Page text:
Nanobodies against malaria

Nanobodies against malaria

Project details

Nanobodies are single domain antibodies isolated from camelids or cartilaginous fish. They are the smallest naturally derived antigen-binding fragment and only one-tenth the size of conventional antibodies. Nanobodies are used as therapeutics and research tools due to their small size, high antigen binding affinity, solubility and increased stability across temperature and pH.

This project will involve characterisation of nanobodies against malaria proteins to identify antibodies that effectively inhibit parasite invasion or growth across the whole malaria lifecycle. We will use a wide range of biochemical, structural and molecular techniques to characterise the mechanism of inhibition. The results from this project identify new potential vaccine candidates against malaria.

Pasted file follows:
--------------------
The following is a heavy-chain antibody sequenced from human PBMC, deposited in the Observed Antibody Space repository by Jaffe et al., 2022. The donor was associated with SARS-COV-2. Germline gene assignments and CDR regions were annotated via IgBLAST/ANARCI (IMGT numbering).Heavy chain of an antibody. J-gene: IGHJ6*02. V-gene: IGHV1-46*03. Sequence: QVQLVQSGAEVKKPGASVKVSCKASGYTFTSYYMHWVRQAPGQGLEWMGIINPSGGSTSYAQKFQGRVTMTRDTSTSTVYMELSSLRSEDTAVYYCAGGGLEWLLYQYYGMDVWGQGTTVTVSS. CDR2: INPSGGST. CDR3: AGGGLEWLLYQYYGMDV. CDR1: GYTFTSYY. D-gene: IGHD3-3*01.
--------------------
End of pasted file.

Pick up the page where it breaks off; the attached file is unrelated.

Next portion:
About our research group

Malaria is one of the most widespread parasitic diseases in the world with more than 40 per cent of humans under the risk of contracting this devastating disease. Human malaria is caused by six species of Plasmodium parasites, of which Plasmodium falciparum and Plasmodium vivax contribute to the majority of human infections.

We have been working to understand how malaria parasites cause disease so that we can use this pivotal information to develop a vaccine. Our research seeks a deeper understanding of the molecular mechanisms utilised by malaria parasites to infect humans and mosquitoes, and of parasite evasion strategies to circumvent human immune responses.

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